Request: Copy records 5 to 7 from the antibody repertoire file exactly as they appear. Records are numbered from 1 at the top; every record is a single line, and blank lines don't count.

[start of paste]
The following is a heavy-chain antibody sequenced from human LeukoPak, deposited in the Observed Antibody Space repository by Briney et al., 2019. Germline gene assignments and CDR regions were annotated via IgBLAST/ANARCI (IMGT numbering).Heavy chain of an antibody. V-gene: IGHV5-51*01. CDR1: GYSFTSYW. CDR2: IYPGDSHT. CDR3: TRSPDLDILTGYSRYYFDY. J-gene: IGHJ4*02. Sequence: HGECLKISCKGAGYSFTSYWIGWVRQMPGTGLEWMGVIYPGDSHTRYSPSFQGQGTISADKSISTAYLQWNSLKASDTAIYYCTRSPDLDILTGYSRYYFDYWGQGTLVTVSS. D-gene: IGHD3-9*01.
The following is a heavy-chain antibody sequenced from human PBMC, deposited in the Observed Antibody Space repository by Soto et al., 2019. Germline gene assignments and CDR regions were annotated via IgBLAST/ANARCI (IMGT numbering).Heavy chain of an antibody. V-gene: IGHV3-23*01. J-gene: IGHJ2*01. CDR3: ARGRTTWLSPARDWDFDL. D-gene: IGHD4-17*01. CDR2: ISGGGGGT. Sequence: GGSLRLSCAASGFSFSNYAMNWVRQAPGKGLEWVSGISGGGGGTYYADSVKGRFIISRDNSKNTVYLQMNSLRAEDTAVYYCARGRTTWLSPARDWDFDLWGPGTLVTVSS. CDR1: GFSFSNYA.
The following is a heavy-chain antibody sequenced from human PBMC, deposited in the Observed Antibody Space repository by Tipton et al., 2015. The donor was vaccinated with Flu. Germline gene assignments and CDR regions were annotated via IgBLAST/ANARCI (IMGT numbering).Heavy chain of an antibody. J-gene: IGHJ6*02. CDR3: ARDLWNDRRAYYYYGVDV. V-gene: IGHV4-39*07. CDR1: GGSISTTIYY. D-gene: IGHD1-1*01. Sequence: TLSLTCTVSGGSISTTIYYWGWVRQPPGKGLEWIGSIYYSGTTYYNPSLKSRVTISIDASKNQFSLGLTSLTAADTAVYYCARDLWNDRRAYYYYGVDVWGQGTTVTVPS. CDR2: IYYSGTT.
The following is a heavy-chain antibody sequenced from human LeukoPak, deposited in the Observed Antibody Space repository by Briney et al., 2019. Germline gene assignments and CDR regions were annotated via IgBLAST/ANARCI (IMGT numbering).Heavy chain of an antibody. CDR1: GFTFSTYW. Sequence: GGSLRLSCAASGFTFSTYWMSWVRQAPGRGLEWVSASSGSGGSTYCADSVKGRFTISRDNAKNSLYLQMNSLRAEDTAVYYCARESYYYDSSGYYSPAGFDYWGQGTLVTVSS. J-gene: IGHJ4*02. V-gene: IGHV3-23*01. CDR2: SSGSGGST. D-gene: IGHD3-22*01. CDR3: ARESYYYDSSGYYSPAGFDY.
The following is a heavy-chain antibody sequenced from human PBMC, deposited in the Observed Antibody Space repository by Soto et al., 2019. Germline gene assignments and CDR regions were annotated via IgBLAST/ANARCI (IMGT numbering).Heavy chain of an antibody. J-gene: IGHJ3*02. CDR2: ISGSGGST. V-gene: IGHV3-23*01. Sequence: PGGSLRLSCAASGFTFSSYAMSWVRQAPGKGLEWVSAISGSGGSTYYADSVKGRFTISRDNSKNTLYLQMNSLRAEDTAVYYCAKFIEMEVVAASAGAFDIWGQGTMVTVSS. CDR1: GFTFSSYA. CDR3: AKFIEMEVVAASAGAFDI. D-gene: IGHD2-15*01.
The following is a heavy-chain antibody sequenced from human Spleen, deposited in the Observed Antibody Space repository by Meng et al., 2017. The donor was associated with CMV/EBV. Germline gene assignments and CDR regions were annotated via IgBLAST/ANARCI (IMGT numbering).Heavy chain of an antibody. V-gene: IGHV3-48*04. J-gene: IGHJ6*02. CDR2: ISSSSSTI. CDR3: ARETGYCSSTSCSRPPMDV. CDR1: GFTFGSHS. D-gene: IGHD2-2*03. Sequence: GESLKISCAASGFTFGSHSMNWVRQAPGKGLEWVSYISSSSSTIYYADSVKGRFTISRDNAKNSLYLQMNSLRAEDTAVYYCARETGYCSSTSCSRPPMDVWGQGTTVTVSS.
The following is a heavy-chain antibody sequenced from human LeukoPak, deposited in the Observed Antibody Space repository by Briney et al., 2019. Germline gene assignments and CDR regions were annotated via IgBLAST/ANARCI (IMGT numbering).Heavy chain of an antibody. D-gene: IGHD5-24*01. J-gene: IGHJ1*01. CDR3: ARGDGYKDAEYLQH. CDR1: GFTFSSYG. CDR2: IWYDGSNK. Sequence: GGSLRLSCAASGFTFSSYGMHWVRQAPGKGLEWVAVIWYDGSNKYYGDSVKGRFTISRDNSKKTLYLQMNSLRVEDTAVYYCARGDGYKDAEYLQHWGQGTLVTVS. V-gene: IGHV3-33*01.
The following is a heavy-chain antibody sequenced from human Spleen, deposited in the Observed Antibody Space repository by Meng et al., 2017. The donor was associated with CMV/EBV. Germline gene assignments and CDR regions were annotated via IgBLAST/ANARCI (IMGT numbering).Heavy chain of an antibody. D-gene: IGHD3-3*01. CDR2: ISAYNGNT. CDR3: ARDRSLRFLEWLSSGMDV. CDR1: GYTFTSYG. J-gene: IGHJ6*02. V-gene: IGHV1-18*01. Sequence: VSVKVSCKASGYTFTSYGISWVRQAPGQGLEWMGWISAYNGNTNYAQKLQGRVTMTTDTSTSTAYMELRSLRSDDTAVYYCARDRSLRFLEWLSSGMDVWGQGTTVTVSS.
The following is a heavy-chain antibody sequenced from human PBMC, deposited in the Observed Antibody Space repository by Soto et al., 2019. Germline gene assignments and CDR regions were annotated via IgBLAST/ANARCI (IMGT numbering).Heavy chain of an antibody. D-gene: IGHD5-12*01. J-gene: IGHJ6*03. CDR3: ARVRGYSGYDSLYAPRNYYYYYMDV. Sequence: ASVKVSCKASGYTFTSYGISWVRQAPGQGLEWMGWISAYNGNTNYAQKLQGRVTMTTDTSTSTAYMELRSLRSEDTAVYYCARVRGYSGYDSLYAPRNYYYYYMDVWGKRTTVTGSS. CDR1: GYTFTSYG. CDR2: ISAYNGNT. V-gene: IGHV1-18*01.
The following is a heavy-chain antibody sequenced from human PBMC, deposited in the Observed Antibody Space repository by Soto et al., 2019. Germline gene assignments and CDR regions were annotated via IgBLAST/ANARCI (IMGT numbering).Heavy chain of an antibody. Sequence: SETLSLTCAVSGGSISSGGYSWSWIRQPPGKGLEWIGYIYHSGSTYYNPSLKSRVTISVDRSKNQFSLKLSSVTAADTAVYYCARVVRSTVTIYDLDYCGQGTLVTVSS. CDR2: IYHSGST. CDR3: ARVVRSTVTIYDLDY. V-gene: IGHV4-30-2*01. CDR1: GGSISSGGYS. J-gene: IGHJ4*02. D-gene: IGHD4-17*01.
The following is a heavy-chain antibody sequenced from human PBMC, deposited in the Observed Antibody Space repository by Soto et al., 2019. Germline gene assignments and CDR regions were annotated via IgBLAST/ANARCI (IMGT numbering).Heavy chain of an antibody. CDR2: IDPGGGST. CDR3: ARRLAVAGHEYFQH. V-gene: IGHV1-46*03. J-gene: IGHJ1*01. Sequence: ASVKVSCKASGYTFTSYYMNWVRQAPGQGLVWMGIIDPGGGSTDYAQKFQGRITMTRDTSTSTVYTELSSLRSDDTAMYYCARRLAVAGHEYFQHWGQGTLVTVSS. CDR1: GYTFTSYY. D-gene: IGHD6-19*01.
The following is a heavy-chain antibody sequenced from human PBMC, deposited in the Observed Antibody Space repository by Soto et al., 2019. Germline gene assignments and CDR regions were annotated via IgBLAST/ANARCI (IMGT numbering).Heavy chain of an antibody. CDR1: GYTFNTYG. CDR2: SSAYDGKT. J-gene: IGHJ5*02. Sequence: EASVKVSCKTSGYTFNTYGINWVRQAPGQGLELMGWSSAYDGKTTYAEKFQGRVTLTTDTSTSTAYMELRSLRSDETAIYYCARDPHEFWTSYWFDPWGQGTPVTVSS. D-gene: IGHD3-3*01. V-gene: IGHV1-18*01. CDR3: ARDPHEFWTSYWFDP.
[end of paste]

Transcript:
The following is a heavy-chain antibody sequenced from human PBMC, deposited in the Observed Antibody Space repository by Soto et al., 2019. Germline gene assignments and CDR regions were annotated via IgBLAST/ANARCI (IMGT numbering).Heavy chain of an antibody. J-gene: IGHJ3*02. CDR2: ISGSGGST. V-gene: IGHV3-23*01. Sequence: PGGSLRLSCAASGFTFSSYAMSWVRQAPGKGLEWVSAISGSGGSTYYADSVKGRFTISRDNSKNTLYLQMNSLRAEDTAVYYCAKFIEMEVVAASAGAFDIWGQGTMVTVSS. CDR1: GFTFSSYA. CDR3: AKFIEMEVVAASAGAFDI. D-gene: IGHD2-15*01.
The following is a heavy-chain antibody sequenced from human Spleen, deposited in the Observed Antibody Space repository by Meng et al., 2017. The donor was associated with CMV/EBV. Germline gene assignments and CDR regions were annotated via IgBLAST/ANARCI (IMGT numbering).Heavy chain of an antibody. V-gene: IGHV3-48*04. J-gene: IGHJ6*02. CDR2: ISSSSSTI. CDR3: ARETGYCSSTSCSRPPMDV. CDR1: GFTFGSHS. D-gene: IGHD2-2*03. Sequence: GESLKISCAASGFTFGSHSMNWVRQAPGKGLEWVSYISSSSSTIYYADSVKGRFTISRDNAKNSLYLQMNSLRAEDTAVYYCARETGYCSSTSCSRPPMDVWGQGTTVTVSS.
The following is a heavy-chain antibody sequenced from human LeukoPak, deposited in the Observed Antibody Space repository by Briney et al., 2019. Germline gene assignments and CDR regions were annotated via IgBLAST/ANARCI (IMGT numbering).Heavy chain of an antibody. D-gene: IGHD5-24*01. J-gene: IGHJ1*01. CDR3: ARGDGYKDAEYLQH. CDR1: GFTFSSYG. CDR2: IWYDGSNK. Sequence: GGSLRLSCAASGFTFSSYGMHWVRQAPGKGLEWVAVIWYDGSNKYYGDSVKGRFTISRDNSKKTLYLQMNSLRVEDTAVYYCARGDGYKDAEYLQHWGQGTLVTVS. V-gene: IGHV3-33*01.